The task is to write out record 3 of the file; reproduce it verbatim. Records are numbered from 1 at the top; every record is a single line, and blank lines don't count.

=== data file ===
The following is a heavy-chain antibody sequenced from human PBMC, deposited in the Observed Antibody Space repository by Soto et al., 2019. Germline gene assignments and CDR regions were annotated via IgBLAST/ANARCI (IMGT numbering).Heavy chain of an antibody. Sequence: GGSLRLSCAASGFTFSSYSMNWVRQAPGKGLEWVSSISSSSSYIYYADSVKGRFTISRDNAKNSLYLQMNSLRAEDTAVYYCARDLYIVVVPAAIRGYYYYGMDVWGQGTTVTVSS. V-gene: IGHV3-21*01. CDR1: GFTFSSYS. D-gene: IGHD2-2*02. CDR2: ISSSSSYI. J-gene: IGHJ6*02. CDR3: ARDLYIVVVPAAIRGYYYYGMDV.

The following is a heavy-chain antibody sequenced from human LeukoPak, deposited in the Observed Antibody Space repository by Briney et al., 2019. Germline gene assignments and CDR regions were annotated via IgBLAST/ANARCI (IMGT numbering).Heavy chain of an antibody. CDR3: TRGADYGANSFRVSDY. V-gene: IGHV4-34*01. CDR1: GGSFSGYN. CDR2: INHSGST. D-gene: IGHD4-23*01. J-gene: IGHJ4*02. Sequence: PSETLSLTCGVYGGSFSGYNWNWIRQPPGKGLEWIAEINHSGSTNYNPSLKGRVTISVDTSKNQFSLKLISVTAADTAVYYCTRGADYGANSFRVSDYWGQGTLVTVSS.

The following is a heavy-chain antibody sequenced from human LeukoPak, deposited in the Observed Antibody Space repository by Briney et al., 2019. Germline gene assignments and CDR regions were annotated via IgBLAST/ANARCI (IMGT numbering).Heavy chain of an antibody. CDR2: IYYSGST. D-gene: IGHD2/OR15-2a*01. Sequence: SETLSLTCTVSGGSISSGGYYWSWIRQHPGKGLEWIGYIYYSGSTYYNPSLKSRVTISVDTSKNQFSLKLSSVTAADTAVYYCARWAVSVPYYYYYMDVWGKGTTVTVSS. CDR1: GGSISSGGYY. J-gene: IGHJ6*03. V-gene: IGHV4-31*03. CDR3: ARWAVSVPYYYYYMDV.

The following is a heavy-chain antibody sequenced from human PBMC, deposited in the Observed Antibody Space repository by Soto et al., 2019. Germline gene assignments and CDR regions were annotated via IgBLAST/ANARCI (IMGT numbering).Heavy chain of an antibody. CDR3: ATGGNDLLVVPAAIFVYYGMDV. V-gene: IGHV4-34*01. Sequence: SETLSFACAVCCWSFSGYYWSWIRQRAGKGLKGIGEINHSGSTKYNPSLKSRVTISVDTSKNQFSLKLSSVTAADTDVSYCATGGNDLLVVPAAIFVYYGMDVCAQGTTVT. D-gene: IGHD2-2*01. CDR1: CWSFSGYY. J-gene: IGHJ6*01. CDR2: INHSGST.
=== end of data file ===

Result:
The following is a heavy-chain antibody sequenced from human LeukoPak, deposited in the Observed Antibody Space repository by Briney et al., 2019. Germline gene assignments and CDR regions were annotated via IgBLAST/ANARCI (IMGT numbering).Heavy chain of an antibody. CDR2: IYYSGST. D-gene: IGHD2/OR15-2a*01. Sequence: SETLSLTCTVSGGSISSGGYYWSWIRQHPGKGLEWIGYIYYSGSTYYNPSLKSRVTISVDTSKNQFSLKLSSVTAADTAVYYCARWAVSVPYYYYYMDVWGKGTTVTVSS. CDR1: GGSISSGGYY. J-gene: IGHJ6*03. V-gene: IGHV4-31*03. CDR3: ARWAVSVPYYYYYMDV.